Q&A: Deputy Chair of the JVCI on why 5-11 year olds should get a Covid jab

All five to 11-year-olds in Northern Ireland are to be offered a Covid vaccination after the latest advice from the Joint Committee on Vaccination and Immunisation (JCVI).

The JCVI Deputy Chair Professor Anthony Harnden explains to UTV News reporter Sarah Clarke why they've made the recommendation.

Sarah Clarke: “Why should we vaccinate children given that Covid-19 is more serious in adults?”

Professor Anthony Harnden: “Well, you’re right - Covid is more serious in adults. Even so, very small numbers of children do get very unwell with Covid and are hospitalised.

“We have looked at the data very carefully on JCVI and we have come to the conclusion that children with underlying illnesses between the ages of 5 and 11, or living in a house with an immunosuppressed individual should be prioritised for vaccination.”

“But that parents should be given the choice of vaccinating children who are well to future proof them against potential future waves or variants that may arise.”

SC: “Is this a choice that parents make or are you actively encouraging them to do this?”

AH: “Well, we are encouraging but it is a choice. It’s not a hard sell as it were, it’s a non-urgent offer of vaccinating well 5 to 11 year olds.”

SC: “Would you vaccinate your own child?”

AH: “Oh yes, I think that on the balance of evidence, there is enough evidence to suggest that well children should be offered the vaccine.”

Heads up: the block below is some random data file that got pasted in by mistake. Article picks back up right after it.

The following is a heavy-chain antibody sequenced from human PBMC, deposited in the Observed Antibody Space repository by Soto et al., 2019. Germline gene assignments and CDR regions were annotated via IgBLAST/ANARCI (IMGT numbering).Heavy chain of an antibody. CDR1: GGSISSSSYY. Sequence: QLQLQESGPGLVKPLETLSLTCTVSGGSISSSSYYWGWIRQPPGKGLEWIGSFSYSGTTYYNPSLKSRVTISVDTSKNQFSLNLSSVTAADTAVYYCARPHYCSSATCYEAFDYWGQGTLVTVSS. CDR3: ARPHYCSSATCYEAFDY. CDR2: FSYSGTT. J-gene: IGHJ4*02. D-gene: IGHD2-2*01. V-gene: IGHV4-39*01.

SC: “Okay, so no hesitation there, but there will be people out there who are concerned about possible side-effects from the vaccine itself. Can you allay those concerns?"

AH: “Most side effects that you get from a vaccine are mild and short-lived. The very rare side effects are extremely rare. And we’ve now looked at the data from 8 million children in the United States and concluded that the benefits of the vaccine far, far outweigh these extremely small risks.”

SC: “We appear to be moving out of the pandemic. Restrictions in Northern Ireland have this week been removed. Why then are you announcing vaccination for this section of children now?”

AH: “Because the paediatric vaccines become available. We’ve reviewed the data and we decided that it would be worth vaccinating these children because, although many of them have been exposed to Covid already, we know that giving vaccine as well as having had an infection gives you a much better hybrid immunity. I.e. a broad immune response to protect you against future variants.”

SC: “You talked about data there from the US – what about from other countries who have vaccinated this age group? What has it taught you? Has it reduced hospitalisations, community transmission, school absences?

AH: “The vaccines are highly effective at both reducing hospitalisations and preventing a thing called a MIS, a multi-inflammatory disorder, that children get that can make them very sick indeed. So yes, there’s good data now emerging on the effectiveness of these vaccines.”